When not studying, I’m constantly reading. reflecting. learning. Listed here are some of my favorites: books that have broadened my perspectives on medicine; blogs that offer daily food for thought and inspire my own writing; and more.

if you have any further suggestions, please email or contact me on social media; I’m always in search of new sources of inspiration.


Complications: A Surgeon’s Notes on an Imperfect Science, Atul Gawande

The Creative Destruction of Medicine: How the Digital Revolution Will Create Better Health Care, Eric Topol

Critical Decisions: How You and Your Doctor Can Make the Right Medical Choices Together, Peter Ubel

The Emperor of All Maladies: A Biography of Cancer, Siddhartha Mukherjee

How Doctors Think, Jerome Groopman

Intern: A Doctor’s Initiation, Sandeep Jauhar

What Doctors Feel: How Emotions Affect the Practice of Medicine, Danielle Ofri




Academic Life in Emergency Medicine

An Ounce of Evidence

Dr. Cranquis’ Mumbled Gripes

Dr. Mike Sevilla

Dr. Wes


Gut Check Blog

Howard J. Luks, M.D.

In My Humble Opinion

K.C. Kids Doc


Medical State of Mind


Primary Care Progress


Seattle Mama Doc

Skeptical Scalpel

ZDogg, M.D.

Medical Students

The Biopsy

The Doctor’s Tablet



This May Hurt a Bit


Health Affairs Blog

The Incidental Economist

John Nosta

Mayo Clinic Center for Innovation


NYTimes Well

Susannah Fox

Wright on Health

Selected Articles:

“A Code Death for Dying Patients,” Jessica Nutik Zitter
“We physicians need to relearn the ancient art of dying. When planned for, death can be a peaceful, even transcendent experience. Just as a midwife devises a birth plan with her patient, one that prepares for the best and accommodates the worst, so we doctors must learn at least something about midwifing death.”

“Big Med,” Atul Gawande
“In medicine, too, we are trying to deliver a range of services to millions of people at a reasonable cost and with a consistent level of quality. Unlike the Cheesecake Factory, we haven’t figured out how. Our costs are soaring, the service is typically mediocre, and the quality is unreliable.”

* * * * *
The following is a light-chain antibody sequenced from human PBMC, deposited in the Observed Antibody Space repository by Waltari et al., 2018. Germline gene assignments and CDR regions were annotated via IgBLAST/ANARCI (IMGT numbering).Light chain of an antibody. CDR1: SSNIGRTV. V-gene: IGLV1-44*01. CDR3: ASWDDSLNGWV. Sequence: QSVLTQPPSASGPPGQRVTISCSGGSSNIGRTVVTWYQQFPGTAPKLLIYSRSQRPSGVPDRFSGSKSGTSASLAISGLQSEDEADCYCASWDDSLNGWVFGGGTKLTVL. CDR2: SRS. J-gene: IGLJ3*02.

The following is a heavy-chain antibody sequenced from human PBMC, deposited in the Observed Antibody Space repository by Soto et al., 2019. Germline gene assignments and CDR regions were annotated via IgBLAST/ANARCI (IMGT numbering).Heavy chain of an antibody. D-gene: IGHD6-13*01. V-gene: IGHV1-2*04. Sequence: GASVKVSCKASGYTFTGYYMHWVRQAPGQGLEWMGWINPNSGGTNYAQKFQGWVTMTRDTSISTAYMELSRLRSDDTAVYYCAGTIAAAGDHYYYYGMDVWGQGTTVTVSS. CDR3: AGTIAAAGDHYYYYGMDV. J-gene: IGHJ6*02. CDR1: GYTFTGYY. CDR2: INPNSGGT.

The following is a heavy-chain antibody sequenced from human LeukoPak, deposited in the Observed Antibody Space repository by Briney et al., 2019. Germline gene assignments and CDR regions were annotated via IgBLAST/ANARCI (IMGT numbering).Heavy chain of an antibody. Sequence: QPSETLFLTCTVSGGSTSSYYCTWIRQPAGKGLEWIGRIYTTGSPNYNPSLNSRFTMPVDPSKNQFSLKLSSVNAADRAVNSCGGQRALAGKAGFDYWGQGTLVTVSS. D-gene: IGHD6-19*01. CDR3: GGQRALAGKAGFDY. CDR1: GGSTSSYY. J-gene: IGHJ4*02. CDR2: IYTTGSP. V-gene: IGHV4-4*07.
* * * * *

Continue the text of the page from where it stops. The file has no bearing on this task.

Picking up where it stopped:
“Why I Blog,” Andrew Sullivan
“As blogging evolves as a literary form, it is generating a new and quintessentially postmodern idiom that’s enabling writers to express themselves in ways that have never been seen or understood before. Its truths are provisional, and its ethos collective and messy. Yet the interaction it enables between writer and reader is unprecedented, visceral, and sometimes brutal. And make no mistake: it heralds a golden era for journalism.”

“The Darkest Year of Medical School,” Danielle Ofri
“However, there is a darker side of this transition to clinical medicine. Many of the qualities that students entered medical school with—altruism, empathy, generosity of spirit, love of learning, high ethical standards—are eroded by the end of medical training. Newly minted doctors can begin their careers jaded, self-doubting, even embittered (not to mention six figures in debt).”

“Harnessing the Power of Feedback Loops,” Thomas Goetz
“The simplicity of feedback loops is deceptive. They are in fact powerful tools that can help people change bad behavior patterns, even those that seem intractable. Just as important, they can be used to encourage good habits, turning progress itself into a reward. In other words, feedback loops change human behavior. And thanks to an explosion of new technology, the opportunity to put them into action in nearly every part of our lives is quickly becoming a reality.”


Fareed Zakaria GPS

HBR Ideacast

NEJM This Week

NPR: Planet Money

Science Times

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